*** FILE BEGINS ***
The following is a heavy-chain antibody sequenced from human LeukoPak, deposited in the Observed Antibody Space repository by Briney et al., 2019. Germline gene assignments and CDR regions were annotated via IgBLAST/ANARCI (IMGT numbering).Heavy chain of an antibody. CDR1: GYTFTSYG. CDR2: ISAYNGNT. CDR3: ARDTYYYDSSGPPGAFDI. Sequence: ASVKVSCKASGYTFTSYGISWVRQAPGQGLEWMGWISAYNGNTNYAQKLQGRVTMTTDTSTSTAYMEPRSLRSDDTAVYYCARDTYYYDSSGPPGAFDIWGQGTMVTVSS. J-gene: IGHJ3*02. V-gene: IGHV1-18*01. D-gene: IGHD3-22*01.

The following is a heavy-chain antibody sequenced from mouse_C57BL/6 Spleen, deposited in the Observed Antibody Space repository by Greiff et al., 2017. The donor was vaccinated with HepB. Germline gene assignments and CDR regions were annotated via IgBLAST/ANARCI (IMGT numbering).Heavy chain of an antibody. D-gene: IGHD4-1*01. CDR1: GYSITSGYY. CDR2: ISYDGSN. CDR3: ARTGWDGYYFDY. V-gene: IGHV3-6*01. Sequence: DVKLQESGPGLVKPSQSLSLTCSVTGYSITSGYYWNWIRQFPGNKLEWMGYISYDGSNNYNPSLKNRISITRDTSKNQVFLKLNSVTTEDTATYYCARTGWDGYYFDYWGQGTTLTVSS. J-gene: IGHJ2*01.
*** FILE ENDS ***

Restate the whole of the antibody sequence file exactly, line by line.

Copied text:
The following is a heavy-chain antibody sequenced from human LeukoPak, deposited in the Observed Antibody Space repository by Briney et al., 2019. Germline gene assignments and CDR regions were annotated via IgBLAST/ANARCI (IMGT numbering).Heavy chain of an antibody. CDR1: GYTFTSYG. CDR2: ISAYNGNT. CDR3: ARDTYYYDSSGPPGAFDI. Sequence: ASVKVSCKASGYTFTSYGISWVRQAPGQGLEWMGWISAYNGNTNYAQKLQGRVTMTTDTSTSTAYMEPRSLRSDDTAVYYCARDTYYYDSSGPPGAFDIWGQGTMVTVSS. J-gene: IGHJ3*02. V-gene: IGHV1-18*01. D-gene: IGHD3-22*01.

The following is a heavy-chain antibody sequenced from mouse_C57BL/6 Spleen, deposited in the Observed Antibody Space repository by Greiff et al., 2017. The donor was vaccinated with HepB. Germline gene assignments and CDR regions were annotated via IgBLAST/ANARCI (IMGT numbering).Heavy chain of an antibody. D-gene: IGHD4-1*01. CDR1: GYSITSGYY. CDR2: ISYDGSN. CDR3: ARTGWDGYYFDY. V-gene: IGHV3-6*01. Sequence: DVKLQESGPGLVKPSQSLSLTCSVTGYSITSGYYWNWIRQFPGNKLEWMGYISYDGSNNYNPSLKNRISITRDTSKNQVFLKLNSVTTEDTATYYCARTGWDGYYFDYWGQGTTLTVSS. J-gene: IGHJ2*01.